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Mind the Gap: A Detailed Picture of the Immigrant-Native Earnings Gap in the UK Using Longitudinal Data Between 1978 and 2006

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  • Lemos, Sara

    () (University of Leicester)

Abstract

Using the underexplored, sizeable and long Lifetime Labour Market Database (LLMDB) we estimated the immigrant-native earnings gap across the entire earnings distribution, across continents of nationality and across cohorts of arrival in the UK between 1978 and 2006. We exploited the longitudinal nature of our data to separate the effect of observed and unobserved individual characteristics on earnings. This helped us to prevent selectivity biases such as cohort bias and survivor bias, which have been long standing unresolved identification issues in the literature. In keeping with the limited existing UK literature, we found a clear and wide dividing line between whites and non-whites in simple comparable models. However, in our more complete models we found a much narrower and subtler dividing line. This confirms the importance of accounting for unobservable individual characteristics, which is an important contribution of this paper. It also suggests that the labour market primarily rewards individual characteristics other than immigration status. We also found that the lowest paid immigrants, whom are disproportionately non-white, suffer an earnings penalty in the labour market, whereas higher paid immigrants, whom are disproportionately white, do not. Finally, we found less favourable earning gaps for cohorts that witnessed proportionately larger non-white and lower paid white immigration.

Suggested Citation

  • Lemos, Sara, 2011. "Mind the Gap: A Detailed Picture of the Immigrant-Native Earnings Gap in the UK Using Longitudinal Data Between 1978 and 2006," IZA Discussion Papers 6058, Institute for the Study of Labor (IZA).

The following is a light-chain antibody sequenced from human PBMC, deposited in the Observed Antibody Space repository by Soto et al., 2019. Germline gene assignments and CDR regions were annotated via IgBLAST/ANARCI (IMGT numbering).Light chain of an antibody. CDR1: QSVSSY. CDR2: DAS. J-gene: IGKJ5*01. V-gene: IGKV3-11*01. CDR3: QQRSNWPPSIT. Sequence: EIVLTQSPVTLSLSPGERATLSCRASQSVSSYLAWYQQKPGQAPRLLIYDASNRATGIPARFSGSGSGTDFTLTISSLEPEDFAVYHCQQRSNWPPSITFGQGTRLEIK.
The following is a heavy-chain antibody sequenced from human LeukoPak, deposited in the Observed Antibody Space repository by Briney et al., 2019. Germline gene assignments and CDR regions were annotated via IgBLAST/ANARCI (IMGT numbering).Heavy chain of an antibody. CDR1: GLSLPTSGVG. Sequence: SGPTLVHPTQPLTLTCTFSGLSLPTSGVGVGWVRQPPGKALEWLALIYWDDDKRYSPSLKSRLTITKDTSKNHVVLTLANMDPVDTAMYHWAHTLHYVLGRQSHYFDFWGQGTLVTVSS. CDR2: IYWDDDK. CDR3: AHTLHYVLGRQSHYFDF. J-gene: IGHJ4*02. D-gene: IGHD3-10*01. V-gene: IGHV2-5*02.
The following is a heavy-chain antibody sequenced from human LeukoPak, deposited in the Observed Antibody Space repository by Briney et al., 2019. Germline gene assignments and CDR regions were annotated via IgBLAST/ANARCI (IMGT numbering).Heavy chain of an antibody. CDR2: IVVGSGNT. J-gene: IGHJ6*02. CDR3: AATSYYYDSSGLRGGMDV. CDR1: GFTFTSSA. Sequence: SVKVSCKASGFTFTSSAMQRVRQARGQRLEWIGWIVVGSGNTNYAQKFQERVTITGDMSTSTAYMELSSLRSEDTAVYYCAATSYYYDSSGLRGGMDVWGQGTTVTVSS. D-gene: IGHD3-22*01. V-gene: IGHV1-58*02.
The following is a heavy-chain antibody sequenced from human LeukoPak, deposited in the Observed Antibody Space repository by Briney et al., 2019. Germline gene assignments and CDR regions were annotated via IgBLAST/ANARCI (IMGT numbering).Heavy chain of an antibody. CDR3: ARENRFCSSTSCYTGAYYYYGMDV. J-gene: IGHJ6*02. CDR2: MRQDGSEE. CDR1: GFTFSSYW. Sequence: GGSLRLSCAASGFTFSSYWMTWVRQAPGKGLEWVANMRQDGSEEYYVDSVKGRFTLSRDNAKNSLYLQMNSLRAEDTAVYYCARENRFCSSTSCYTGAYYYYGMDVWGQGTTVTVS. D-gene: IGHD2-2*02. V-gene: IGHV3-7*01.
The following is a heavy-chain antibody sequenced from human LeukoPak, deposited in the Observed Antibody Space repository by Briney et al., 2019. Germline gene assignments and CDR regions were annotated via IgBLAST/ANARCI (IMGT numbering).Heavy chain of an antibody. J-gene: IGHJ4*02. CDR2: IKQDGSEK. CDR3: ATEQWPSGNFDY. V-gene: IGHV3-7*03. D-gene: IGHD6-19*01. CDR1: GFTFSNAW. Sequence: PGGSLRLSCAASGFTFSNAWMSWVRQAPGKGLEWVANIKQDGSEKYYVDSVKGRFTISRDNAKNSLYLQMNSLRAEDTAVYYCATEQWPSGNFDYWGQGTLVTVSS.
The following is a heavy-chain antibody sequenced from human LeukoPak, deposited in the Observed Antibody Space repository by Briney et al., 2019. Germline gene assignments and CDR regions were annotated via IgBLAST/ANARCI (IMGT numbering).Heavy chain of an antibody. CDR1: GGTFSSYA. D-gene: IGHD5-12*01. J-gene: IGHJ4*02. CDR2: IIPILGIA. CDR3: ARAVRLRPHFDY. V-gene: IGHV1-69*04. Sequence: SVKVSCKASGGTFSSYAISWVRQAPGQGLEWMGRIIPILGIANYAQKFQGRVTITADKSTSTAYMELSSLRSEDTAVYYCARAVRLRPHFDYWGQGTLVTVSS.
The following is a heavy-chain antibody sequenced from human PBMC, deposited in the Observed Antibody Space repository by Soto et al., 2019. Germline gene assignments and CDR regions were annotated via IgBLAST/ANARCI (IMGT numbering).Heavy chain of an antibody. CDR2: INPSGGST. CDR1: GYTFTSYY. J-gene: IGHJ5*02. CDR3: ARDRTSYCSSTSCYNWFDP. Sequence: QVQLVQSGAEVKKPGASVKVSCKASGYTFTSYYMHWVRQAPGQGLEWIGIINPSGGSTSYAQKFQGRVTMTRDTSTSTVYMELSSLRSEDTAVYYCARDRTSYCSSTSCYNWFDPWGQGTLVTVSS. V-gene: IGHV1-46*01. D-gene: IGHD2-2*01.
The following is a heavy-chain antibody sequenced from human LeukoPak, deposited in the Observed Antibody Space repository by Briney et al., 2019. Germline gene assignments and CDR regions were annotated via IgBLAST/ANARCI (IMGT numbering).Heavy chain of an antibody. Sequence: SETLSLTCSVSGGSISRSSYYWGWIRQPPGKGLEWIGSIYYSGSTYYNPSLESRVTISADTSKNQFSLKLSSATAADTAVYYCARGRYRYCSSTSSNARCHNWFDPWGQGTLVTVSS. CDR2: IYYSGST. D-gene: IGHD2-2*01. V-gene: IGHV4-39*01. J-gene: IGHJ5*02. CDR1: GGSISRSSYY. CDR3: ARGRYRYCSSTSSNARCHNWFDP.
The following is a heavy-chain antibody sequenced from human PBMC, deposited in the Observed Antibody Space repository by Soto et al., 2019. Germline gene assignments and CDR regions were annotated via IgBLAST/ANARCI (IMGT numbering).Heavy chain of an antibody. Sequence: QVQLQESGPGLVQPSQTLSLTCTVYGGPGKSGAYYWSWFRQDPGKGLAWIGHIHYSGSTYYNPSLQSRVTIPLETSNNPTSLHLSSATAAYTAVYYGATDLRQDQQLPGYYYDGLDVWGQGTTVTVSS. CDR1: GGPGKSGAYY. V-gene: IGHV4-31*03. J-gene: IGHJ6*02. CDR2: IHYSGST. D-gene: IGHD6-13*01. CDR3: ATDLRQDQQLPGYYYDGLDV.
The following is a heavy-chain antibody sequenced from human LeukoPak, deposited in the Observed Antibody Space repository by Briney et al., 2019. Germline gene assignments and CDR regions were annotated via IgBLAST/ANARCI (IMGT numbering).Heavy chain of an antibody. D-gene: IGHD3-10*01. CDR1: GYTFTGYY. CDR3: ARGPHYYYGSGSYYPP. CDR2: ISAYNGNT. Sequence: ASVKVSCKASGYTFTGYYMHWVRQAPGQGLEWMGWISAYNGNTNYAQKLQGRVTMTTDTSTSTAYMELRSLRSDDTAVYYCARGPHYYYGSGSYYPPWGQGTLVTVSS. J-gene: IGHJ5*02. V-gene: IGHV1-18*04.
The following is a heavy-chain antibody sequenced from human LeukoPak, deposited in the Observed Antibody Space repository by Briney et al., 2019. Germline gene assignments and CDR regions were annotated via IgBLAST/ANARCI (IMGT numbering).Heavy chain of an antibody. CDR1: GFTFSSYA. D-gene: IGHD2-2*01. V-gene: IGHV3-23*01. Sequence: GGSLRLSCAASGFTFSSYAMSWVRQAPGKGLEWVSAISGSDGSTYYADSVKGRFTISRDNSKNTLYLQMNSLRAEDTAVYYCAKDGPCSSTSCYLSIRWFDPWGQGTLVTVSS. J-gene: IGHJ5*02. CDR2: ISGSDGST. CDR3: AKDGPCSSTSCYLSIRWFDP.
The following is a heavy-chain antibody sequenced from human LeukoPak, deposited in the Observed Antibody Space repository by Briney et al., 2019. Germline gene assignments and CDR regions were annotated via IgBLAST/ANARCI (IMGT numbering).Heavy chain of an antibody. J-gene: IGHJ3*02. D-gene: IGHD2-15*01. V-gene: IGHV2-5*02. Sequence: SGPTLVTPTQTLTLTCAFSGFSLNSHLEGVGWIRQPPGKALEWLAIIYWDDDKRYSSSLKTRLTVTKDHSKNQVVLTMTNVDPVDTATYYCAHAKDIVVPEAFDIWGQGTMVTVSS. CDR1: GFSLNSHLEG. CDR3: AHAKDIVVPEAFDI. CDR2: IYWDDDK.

• Handle: RePEc:iza:izadps:dp6058
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    References listed on IDEAS

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    1. Manacorda, Marco & Manning, Alan & Wadsworth, Jonathan, 2006. "The impact of immigration on the structure of male wages: theory and evidence from Britain," LSE Research Online Documents on Economics 19797, London School of Economics and Political Science, LSE Library.
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    More about this item

    Keywords

    immigration; wages; earnings; earnings-gap; UK;

    JEL classification:

    • J24 - Labor and Demographic Economics - - Demand and Supply of Labor - - - Human Capital; Skills; Occupational Choice; Labor Productivity
    • J31 - Labor and Demographic Economics - - Wages, Compensation, and Labor Costs - - - Wage Level and Structure; Wage Differentials
    • J61 - Labor and Demographic Economics - - Mobility, Unemployment, Vacancies, and Immigrant Workers - - - Geographic Labor Mobility; Immigrant Workers
    • J71 - Labor and Demographic Economics - - Labor Discrimination - - - Hiring and Firing
    • J82 - Labor and Demographic Economics - - Labor Standards - - - Labor Force Composition
    • F22 - International Economics - - International Factor Movements and International Business - - - International Migration

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